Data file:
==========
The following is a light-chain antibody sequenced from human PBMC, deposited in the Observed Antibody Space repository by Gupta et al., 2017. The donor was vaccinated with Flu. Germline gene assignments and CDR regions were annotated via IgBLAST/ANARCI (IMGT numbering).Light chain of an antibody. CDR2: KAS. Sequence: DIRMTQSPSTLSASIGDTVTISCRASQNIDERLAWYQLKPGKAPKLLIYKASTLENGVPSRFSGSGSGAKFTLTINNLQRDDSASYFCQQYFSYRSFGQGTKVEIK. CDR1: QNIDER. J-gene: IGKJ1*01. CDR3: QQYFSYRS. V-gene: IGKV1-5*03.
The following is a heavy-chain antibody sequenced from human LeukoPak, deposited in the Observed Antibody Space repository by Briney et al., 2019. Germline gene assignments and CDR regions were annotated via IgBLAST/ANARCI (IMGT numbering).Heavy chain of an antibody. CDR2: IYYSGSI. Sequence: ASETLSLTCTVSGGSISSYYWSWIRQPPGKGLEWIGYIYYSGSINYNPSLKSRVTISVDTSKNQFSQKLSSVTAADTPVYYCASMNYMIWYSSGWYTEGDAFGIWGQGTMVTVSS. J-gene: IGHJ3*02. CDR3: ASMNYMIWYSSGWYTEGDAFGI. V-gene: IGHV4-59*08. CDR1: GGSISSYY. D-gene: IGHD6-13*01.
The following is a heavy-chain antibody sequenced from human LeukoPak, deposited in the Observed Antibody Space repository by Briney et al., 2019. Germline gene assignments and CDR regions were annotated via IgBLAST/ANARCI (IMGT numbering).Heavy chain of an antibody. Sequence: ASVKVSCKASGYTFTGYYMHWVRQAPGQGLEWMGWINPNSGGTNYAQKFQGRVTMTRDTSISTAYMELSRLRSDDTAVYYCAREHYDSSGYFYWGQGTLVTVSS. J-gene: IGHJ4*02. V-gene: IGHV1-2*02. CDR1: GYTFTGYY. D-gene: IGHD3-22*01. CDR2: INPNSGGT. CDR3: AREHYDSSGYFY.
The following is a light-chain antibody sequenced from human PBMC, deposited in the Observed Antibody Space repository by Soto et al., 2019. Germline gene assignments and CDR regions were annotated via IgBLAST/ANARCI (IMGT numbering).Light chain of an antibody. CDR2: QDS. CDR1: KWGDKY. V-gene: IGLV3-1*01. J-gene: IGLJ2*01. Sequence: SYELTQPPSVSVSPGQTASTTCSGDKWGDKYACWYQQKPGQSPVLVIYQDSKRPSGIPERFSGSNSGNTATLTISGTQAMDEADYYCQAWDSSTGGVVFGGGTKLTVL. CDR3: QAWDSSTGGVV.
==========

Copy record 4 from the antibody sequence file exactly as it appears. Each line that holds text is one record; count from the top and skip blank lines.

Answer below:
The following is a light-chain antibody sequenced from human PBMC, deposited in the Observed Antibody Space repository by Soto et al., 2019. Germline gene assignments and CDR regions were annotated via IgBLAST/ANARCI (IMGT numbering).Light chain of an antibody. CDR2: QDS. CDR1: KWGDKY. V-gene: IGLV3-1*01. J-gene: IGLJ2*01. Sequence: SYELTQPPSVSVSPGQTASTTCSGDKWGDKYACWYQQKPGQSPVLVIYQDSKRPSGIPERFSGSNSGNTATLTISGTQAMDEADYYCQAWDSSTGGVVFGGGTKLTVL. CDR3: QAWDSSTGGVV.